As it turned out, Lucien Vandenbroucke had been diagnosed with terminal cancer and was spending the rest of his days on a macrobiotic diet in Sudan. Schoultz explained the Princeton mix-up to the brother, who said he’d contact Vandenbroucke, though he couldn’t promise anything. Two and a half months later, Vandenbroucke’s photocopies of the missing Dulles papers — sixty pages — arrived at Schoultz’s home, along with the original library form that Vandenbroucke had filled out so that the Seeley Mudd archivist would make photocopies. Princeton’s tag line was on each page.

Schoultz, ecstatic, dropped everything and began deciphering Dulles’s sloppy handwriting. On the fourth page, Schoultz found an extraordinary passage about how the CIA knew that there were several factors on the ground in Cuba that could cause the invasion to fail. But Dulles wrote that the CIA did not want to raise these issues with the White House for fear that the President would cancel the invasion. The agency thought it had a trump card.

Dulles wrote:

“[We] felt that when the chips were down — when the crisis arose in reality, any action required for success would be authorized, rather than permit the enterprise to fail.”

In other words, if Castro’s forces had the U.S.-trained Cuban exiles on the run — which is what wound up happening — then Kennedy would send in the Marines.

But the president decided not to.

“The Marines had been issued live ammunition,” Schoultz says. “They were on a carrier just offshore. People have since wondered: if Marines were given live ammunition and were just waiting to be airlifted onto the beach, then there must have been some modest contingency planning. Someone must have thought this through.”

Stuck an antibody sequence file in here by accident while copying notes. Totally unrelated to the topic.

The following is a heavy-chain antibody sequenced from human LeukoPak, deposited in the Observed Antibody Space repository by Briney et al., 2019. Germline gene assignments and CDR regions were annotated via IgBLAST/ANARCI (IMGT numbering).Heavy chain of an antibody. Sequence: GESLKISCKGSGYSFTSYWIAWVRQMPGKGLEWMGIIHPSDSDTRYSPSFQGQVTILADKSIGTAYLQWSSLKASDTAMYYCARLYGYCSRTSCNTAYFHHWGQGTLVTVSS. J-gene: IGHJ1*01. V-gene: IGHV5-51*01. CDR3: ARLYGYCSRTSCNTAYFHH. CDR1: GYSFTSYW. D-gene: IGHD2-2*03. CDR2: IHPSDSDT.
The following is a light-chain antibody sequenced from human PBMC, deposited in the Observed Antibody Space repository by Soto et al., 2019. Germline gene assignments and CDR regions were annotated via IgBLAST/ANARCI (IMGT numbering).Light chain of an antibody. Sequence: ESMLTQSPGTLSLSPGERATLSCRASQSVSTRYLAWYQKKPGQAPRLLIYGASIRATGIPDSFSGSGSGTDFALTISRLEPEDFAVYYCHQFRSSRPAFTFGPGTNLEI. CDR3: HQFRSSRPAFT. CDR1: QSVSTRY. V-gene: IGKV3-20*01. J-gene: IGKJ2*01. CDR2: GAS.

Until now, historians had only speculated that the CIA had a bait-and-switch plan for using U.S. troops on Cuban soil.

“Well,” Schoultz says, “these Dulles papers confirm it.”

Years after the Bay of Pigs fiasco, Kennedy advisor Arthur Schlesinger Jr. said at an academic conference that Richard Bissell, the CIA deputy director in charge of planning the invasion, was just the kind of guy who would go out on a limb and then hope someone would catch him if it were sawed off.

“There have been comments like these over the years,” Schoultz says. “You can go to an academic conference and say anything off the top of your head. But Dulles was a principal. He was standing next to Kennedy saying, ‘This is what you should do, Mr. President.’”

The Dulles revelations changed the way Schoultz wrote his chapter on one of the most infamous incidents in U.S. foreign policy — “a perfect failure,” Kennedy admitted. Schoultz details many things that led to the failure of the Bay of Pigs Invasion. The CIA and the military had foreseen many of them. But with the Dulles papers, Schoultz gives more weight to a theory that’s been tough to stomach — that the CIA never meant for the Bay of Pigs plan to succeed.

“At some point in the plan’s evolution,” he says, “the invasion became little more than bait designed to lure Kennedy into battle and end the Cuban Revolution.”

The CIA, it turned out, did screw up. Just not the way that everyone had suspected.

Lars Schoultz is the William Rand Kenan Jr. Professor of Political Science in the College of Arts and Sciences.